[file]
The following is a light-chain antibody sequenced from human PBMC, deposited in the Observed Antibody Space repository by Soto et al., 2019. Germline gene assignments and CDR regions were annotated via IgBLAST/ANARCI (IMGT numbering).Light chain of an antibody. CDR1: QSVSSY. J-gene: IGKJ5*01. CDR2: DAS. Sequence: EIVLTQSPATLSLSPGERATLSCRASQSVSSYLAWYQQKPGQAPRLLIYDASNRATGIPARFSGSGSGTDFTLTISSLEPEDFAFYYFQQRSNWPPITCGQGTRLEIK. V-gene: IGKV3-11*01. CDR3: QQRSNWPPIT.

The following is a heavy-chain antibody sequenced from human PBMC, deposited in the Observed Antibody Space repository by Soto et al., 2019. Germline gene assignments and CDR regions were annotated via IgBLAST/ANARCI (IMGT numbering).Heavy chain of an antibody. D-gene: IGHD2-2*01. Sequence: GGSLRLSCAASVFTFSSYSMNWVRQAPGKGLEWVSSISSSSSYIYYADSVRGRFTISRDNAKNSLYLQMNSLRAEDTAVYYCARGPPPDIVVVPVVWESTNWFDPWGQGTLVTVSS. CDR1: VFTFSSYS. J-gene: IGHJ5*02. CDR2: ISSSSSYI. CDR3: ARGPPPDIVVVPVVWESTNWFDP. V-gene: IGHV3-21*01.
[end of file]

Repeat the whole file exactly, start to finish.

The following is a light-chain antibody sequenced from human PBMC, deposited in the Observed Antibody Space repository by Soto et al., 2019. Germline gene assignments and CDR regions were annotated via IgBLAST/ANARCI (IMGT numbering).Light chain of an antibody. CDR1: QSVSSY. J-gene: IGKJ5*01. CDR2: DAS. Sequence: EIVLTQSPATLSLSPGERATLSCRASQSVSSYLAWYQQKPGQAPRLLIYDASNRATGIPARFSGSGSGTDFTLTISSLEPEDFAFYYFQQRSNWPPITCGQGTRLEIK. V-gene: IGKV3-11*01. CDR3: QQRSNWPPIT.

The following is a heavy-chain antibody sequenced from human PBMC, deposited in the Observed Antibody Space repository by Soto et al., 2019. Germline gene assignments and CDR regions were annotated via IgBLAST/ANARCI (IMGT numbering).Heavy chain of an antibody. D-gene: IGHD2-2*01. Sequence: GGSLRLSCAASVFTFSSYSMNWVRQAPGKGLEWVSSISSSSSYIYYADSVRGRFTISRDNAKNSLYLQMNSLRAEDTAVYYCARGPPPDIVVVPVVWESTNWFDPWGQGTLVTVSS. CDR1: VFTFSSYS. J-gene: IGHJ5*02. CDR2: ISSSSSYI. CDR3: ARGPPPDIVVVPVVWESTNWFDP. V-gene: IGHV3-21*01.